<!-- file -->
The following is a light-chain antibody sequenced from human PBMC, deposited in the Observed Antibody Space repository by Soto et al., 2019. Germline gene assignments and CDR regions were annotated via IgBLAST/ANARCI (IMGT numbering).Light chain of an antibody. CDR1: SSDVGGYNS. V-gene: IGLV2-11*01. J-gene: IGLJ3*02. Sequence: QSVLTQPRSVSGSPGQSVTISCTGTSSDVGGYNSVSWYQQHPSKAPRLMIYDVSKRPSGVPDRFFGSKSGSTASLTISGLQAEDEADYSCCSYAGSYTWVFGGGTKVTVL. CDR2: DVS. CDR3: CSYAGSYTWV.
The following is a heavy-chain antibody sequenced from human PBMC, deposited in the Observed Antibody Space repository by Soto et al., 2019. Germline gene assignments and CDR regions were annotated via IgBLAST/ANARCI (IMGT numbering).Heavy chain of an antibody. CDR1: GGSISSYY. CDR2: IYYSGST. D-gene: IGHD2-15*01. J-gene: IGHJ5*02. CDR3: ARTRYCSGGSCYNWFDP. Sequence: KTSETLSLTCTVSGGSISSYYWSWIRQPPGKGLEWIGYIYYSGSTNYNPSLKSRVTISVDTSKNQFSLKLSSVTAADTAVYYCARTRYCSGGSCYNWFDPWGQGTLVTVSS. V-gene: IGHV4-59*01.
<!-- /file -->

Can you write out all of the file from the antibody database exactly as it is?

The following is a light-chain antibody sequenced from human PBMC, deposited in the Observed Antibody Space repository by Soto et al., 2019. Germline gene assignments and CDR regions were annotated via IgBLAST/ANARCI (IMGT numbering).Light chain of an antibody. CDR1: SSDVGGYNS. V-gene: IGLV2-11*01. J-gene: IGLJ3*02. Sequence: QSVLTQPRSVSGSPGQSVTISCTGTSSDVGGYNSVSWYQQHPSKAPRLMIYDVSKRPSGVPDRFFGSKSGSTASLTISGLQAEDEADYSCCSYAGSYTWVFGGGTKVTVL. CDR2: DVS. CDR3: CSYAGSYTWV.
The following is a heavy-chain antibody sequenced from human PBMC, deposited in the Observed Antibody Space repository by Soto et al., 2019. Germline gene assignments and CDR regions were annotated via IgBLAST/ANARCI (IMGT numbering).Heavy chain of an antibody. CDR1: GGSISSYY. CDR2: IYYSGST. D-gene: IGHD2-15*01. J-gene: IGHJ5*02. CDR3: ARTRYCSGGSCYNWFDP. Sequence: KTSETLSLTCTVSGGSISSYYWSWIRQPPGKGLEWIGYIYYSGSTNYNPSLKSRVTISVDTSKNQFSLKLSSVTAADTAVYYCARTRYCSGGSCYNWFDPWGQGTLVTVSS. V-gene: IGHV4-59*01.